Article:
Main menu


Indonesia considers Opec-style cartel for battery metals

featured image

Indonesia is studying the establishment of an Opec-like cartel for nickel and other key battery metals, highlighting the geopolitical confidence of nations that are rich in resources needed to make electric cars.

Bahlil Lahadalia, the country’s investment minister, said Jakarta was looking at mechanisms similar to those used by Opec, the group of 13 oil-producing nations, that could be employed in the supply of metals that are central to the energy transition.

“I do see the merit of creating Opec to manage the governance of oil trade to ensure predictability for potential investors and consumers,” he said in an interview. “Indonesia is studying the possibility to form a similar governance structure with regard to the minerals we have, including nickel, cobalt and manganese.”

Indonesia is the world’s largest nickel producer, generating 38 per cent of global refined supply, according to consultancy CRU. It holds a quarter of the world’s reserves of the metal.

Asked whether it had contacted other large nickel producers about the cartel idea, the investment ministry said it was still formulating a structure that it could propose.

Any attempt to form a cartel to control global prices for nickel would be far from straightforward. Russia supplies a fifth of the high-purity nickel used in batteries, while Canada and Australia are also big producers. However, Indonesia is expected to be the biggest source of growth in the years ahead.

One complication is that Indonesia relies on foreign companies such as China’s Tsingshan, the world’s largest stainless steel producer, and Brazil’s Vale to extract nickel. Among powerful Opec nations, such as Saudi Arabia, oil production is dominated by state companies.

Indonesia was an original Opec member, but suspended its membership over concerns about the impact of high oil prices on its economy, and over the effect of the cartel’s production cuts on its government finances. Indonesia became a net importer of oil in 2004.

The country’s capabilities to supply battery-grade nickel are also still nascent. Much of its output is lower purity material used in stainless steel, and further processing facilities to turn it into battery material are needed.

It has banned nickel ore exports since 2020 in a bid to grow a domestic processing industry. Jakarta is planning taxes on exports of intermediate nickel products, with the goal of encouraging the development of a full electric vehicle supply chain. This year saw the launch of Indonesia’s first two domestically produced EVs, by South Korea’s Hyundai and China’s Wuling Motors.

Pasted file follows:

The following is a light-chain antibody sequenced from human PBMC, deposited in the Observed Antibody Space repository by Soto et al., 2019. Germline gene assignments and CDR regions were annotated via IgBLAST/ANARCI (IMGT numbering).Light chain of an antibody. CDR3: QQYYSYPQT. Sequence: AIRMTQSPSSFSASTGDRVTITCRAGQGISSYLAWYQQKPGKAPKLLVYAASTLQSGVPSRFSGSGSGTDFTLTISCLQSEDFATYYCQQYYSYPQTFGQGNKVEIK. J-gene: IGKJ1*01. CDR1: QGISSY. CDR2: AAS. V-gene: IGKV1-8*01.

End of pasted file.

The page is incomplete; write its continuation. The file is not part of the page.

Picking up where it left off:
Lahadalia said the country “will not budget and not flinch in terms of our policy”, even though the export ban sparked a World Trade Organization dispute with the EU.

Despite Indonesia’s mineral richness, its role in supplying western automakers with nickel is under threat from the fact that swaths of production are Chinese-owned and carbon-intensive because of reliance on coal-fired power generation.

Government data show that China doubled investment in the country in the first half of 2022 to $3.6bn, compared with the same period a year earlier, led by nickel smelter construction.

Frank Fannon, managing director of Fannon Global Advisors and a former US assistant secretary of state for energy resources, said an Opec-style cartel for battery metals would “chill western investment” in Indonesia’s nickel sector.

The “lithium triangle” of Chile, Argentina and Bolivia has previously touted forming an Opec-like group to control global supply and pricing of the battery metal.

Chile’s mining minister Marcela Hernando recently played that down, telling the Financial Times that “our interest in working with neighboring countries has to do with the management of knowledge to help us to collaborate on competencies”.